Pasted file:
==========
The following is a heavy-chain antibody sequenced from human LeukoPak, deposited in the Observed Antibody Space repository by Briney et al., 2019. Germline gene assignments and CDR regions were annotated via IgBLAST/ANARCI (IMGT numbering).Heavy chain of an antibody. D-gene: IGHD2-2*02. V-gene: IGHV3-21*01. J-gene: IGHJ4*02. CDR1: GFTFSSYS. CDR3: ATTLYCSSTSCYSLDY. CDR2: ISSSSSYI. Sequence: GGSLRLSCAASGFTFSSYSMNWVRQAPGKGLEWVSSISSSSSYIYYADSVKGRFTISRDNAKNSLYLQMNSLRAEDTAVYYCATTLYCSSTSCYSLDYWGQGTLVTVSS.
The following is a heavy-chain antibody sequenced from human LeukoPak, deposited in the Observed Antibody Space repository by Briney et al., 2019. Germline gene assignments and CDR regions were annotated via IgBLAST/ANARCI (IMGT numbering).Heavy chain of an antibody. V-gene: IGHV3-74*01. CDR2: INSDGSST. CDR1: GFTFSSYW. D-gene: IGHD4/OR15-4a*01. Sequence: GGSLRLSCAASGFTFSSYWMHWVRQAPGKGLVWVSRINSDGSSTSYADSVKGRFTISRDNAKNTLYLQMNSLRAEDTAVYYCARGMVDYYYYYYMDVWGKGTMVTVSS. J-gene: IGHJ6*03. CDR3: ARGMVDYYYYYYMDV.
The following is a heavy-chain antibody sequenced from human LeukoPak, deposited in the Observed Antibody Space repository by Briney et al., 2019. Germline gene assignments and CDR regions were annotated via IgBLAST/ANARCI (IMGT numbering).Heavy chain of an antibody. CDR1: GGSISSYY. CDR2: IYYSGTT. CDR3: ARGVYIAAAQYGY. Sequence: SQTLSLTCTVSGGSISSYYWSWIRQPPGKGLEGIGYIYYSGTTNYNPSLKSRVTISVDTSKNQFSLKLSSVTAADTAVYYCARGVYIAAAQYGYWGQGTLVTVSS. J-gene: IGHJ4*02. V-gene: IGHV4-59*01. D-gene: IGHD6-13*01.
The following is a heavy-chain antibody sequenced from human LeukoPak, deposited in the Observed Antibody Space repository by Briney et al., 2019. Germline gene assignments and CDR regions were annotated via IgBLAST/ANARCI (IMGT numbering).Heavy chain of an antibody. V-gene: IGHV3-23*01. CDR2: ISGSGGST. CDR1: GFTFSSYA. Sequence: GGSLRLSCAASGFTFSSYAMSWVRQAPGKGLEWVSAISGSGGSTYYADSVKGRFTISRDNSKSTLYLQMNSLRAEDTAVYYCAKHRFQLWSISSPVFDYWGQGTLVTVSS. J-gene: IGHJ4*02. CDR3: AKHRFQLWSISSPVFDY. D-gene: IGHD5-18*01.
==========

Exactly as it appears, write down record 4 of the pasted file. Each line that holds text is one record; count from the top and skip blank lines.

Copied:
The following is a heavy-chain antibody sequenced from human LeukoPak, deposited in the Observed Antibody Space repository by Briney et al., 2019. Germline gene assignments and CDR regions were annotated via IgBLAST/ANARCI (IMGT numbering).Heavy chain of an antibody. V-gene: IGHV3-23*01. CDR2: ISGSGGST. CDR1: GFTFSSYA. Sequence: GGSLRLSCAASGFTFSSYAMSWVRQAPGKGLEWVSAISGSGGSTYYADSVKGRFTISRDNSKSTLYLQMNSLRAEDTAVYYCAKHRFQLWSISSPVFDYWGQGTLVTVSS. J-gene: IGHJ4*02. CDR3: AKHRFQLWSISSPVFDY. D-gene: IGHD5-18*01.